Using Roon for Crossover and Subwoofer Integration

I want to use software to perform crossover between main speakers and subwoofers (probably 100Hz 24db/Octave), apply FIR convolution filters for speaker / room correction (generated using REW / rePhase) and be able to vary delay to subwoofers to reduce room modes. Overall budget is up to £1,000.

I understand, from comments by @brian that the simple solution - having 2 DACs, connecting one to main speakers and one to subwoofer, applying filters in Roon to each one and then grouping them) will not work because RAAT will not keep the 2 outputs sufficiently in sync for this purpose.

Have thought of 4 ways to do this.

  1. Use a miniDSP SHD. Crossover would be done in SHD using parametric equaliser. Equalisation would use FIR convolution filter in Roon (SHD does not allow user-generated FIR filters to be loaded). Delay could be in SHD or Roon. Advantage - all in one box. Disadvantage - over budget and paying for Dirac which I don’t want to use.

  2. Use a mini DSP nanoDigi to drive 2 DACs. This uses SPDIF input and output. In theory, DACs driven by SPDIF should (if DAC well designed) stay in sync. Benchmark say that their DACs do this. I already have a Benchmark DAC3 so could buy used DAC2 and be within budget.

  3. Same ideas as (2) but with USB input using miniDSP U_DIO8.

  4. Either (2) or (3) but using same DACs e.g. Topping D50s, Topping DX3 or SMSL M8A.

If anyone has any experience of doing something like this or has used any of the products mentioned I would appreciate your comments - or suggestions for alternatives!

You can also use something like a DSPeaker Anti-Mode 2.0 as crossover to integrate/correct the sub-woofer(s). You can still use a convolution filter in Roon for room correction as the Anti-Mode just controls the sub-woofer(s) (room modes). But you don’t need 4 DAC-channels when you connect the Anti-Mode after the DAC/Roon endpoint.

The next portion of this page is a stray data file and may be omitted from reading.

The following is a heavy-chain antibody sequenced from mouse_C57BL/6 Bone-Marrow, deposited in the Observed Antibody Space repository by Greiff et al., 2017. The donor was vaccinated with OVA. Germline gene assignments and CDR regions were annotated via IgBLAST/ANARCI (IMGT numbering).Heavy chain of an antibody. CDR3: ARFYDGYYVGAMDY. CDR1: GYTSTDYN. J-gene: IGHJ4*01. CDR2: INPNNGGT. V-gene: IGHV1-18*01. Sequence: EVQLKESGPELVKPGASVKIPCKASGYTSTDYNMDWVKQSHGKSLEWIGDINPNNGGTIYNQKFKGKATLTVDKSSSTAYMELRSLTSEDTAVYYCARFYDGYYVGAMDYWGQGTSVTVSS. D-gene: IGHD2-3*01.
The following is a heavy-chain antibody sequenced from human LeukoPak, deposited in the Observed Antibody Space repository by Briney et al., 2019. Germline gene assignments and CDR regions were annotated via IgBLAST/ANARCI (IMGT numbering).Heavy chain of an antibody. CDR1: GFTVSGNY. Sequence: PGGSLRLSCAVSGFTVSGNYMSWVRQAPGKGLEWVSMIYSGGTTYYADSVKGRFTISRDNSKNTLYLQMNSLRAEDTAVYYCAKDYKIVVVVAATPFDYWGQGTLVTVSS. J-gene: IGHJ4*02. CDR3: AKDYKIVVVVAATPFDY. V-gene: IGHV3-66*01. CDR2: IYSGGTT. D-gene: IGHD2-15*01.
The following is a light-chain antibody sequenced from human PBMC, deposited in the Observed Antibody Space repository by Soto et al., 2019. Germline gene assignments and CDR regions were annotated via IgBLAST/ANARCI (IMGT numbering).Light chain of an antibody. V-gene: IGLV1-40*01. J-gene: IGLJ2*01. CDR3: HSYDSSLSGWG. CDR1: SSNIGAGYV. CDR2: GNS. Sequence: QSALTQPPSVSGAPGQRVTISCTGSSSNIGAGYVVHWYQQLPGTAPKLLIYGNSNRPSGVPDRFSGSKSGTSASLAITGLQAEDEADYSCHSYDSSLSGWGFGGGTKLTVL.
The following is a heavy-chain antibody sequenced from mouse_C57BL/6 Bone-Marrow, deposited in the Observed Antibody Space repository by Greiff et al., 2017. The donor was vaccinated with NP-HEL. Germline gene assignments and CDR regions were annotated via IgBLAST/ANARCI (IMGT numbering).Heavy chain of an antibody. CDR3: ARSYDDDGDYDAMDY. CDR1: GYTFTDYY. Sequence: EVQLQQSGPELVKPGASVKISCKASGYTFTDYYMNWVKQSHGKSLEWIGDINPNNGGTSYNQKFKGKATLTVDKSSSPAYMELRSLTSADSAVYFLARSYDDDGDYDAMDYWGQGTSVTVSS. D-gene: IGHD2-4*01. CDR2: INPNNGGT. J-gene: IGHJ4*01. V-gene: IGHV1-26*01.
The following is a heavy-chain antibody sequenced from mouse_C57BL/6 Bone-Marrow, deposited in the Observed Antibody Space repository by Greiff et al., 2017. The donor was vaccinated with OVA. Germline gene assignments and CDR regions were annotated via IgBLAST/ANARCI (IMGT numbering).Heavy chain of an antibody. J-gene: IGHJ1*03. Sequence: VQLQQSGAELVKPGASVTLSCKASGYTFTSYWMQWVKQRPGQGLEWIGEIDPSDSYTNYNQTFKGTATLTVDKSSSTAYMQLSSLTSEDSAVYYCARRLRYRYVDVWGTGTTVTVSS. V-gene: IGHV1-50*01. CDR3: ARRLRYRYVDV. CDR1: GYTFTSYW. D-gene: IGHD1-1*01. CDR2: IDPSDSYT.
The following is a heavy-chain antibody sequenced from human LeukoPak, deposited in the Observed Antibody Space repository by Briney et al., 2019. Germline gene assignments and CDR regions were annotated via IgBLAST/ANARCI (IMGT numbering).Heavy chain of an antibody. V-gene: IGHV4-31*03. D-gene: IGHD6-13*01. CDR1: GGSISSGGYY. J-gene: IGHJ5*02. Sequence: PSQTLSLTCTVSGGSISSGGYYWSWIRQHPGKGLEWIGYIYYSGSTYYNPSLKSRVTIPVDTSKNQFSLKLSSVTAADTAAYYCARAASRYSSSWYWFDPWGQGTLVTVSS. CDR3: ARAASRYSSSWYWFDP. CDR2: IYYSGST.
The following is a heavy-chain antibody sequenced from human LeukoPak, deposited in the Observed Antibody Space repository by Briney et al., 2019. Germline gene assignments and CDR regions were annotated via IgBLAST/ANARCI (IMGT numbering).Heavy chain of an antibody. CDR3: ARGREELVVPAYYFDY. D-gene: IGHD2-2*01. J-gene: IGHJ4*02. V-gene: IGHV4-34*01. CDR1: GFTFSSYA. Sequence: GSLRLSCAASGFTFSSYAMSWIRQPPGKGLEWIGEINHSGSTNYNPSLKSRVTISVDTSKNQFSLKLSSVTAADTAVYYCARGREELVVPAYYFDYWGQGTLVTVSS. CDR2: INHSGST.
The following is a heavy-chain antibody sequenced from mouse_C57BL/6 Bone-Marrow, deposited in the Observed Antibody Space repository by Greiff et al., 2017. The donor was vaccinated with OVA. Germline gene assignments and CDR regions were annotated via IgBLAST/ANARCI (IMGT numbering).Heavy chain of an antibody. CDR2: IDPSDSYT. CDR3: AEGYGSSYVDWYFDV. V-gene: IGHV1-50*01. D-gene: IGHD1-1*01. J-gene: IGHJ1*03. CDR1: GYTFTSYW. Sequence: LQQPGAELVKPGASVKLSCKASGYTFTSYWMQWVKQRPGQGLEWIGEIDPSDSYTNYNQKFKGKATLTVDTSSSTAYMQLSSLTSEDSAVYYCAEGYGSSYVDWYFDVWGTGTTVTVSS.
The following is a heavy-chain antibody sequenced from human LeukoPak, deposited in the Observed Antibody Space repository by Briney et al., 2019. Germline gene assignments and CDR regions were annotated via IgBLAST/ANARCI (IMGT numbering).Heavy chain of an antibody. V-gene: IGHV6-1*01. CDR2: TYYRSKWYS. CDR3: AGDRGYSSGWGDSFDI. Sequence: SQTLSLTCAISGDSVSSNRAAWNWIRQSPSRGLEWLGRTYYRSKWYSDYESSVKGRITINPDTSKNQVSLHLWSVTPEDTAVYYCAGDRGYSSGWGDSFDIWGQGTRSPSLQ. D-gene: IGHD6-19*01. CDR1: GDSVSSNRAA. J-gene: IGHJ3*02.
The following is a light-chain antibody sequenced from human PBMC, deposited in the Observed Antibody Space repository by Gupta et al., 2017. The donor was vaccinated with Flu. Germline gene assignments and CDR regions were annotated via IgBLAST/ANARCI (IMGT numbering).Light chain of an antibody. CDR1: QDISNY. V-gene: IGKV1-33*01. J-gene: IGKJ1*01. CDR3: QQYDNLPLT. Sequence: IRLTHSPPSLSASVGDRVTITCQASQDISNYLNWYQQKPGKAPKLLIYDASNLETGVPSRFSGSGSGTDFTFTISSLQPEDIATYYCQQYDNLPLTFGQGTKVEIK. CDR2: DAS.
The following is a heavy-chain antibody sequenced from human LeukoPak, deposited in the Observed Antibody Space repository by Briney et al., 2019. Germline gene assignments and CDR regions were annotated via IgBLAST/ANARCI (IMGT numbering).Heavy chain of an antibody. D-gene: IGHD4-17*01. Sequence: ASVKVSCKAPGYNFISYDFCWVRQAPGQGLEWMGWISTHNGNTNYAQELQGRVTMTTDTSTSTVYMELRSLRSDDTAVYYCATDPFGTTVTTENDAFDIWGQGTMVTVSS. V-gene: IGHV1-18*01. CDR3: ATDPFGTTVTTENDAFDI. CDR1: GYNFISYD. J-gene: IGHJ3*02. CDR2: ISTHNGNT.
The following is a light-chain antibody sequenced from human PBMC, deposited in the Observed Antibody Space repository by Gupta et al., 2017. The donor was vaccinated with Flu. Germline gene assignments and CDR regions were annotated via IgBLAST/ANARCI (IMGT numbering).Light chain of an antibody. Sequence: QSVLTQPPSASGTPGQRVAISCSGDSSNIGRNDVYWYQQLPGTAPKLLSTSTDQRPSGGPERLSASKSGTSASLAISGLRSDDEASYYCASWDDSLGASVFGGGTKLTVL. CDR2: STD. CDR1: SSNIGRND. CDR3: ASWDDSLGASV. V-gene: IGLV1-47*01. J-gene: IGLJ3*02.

This way I get a good sub-woofer integration and a system that I can listen to even without Roon.

Thanks for the suggestion. Interesting idea.

Had a look at the manual. I want to be able to roll-off main speakers so that they don’t get low bass. Looks like I would need to Anti-Modes to do this (the manual refers to needing 2 Dual Cores for a 2.2 system). If so, would be expensive (£1,400 total).

Will keep it in mind as one option though …

If this is your goal, keep in mind that when you use an external crossover like the Anti-Modes or others that you will be using the built-in DAC (maybe even ADC) – while I don’t see a problem in doing so for the sub(s), I’m unsure if I would do so for the main speakers – unless you manage to find a pure digital one of course. So maybe Roon as crossover and a high quality 4+ channel DAC might be the cheapest way to go – but giving up the possibility to use the full system without Roon.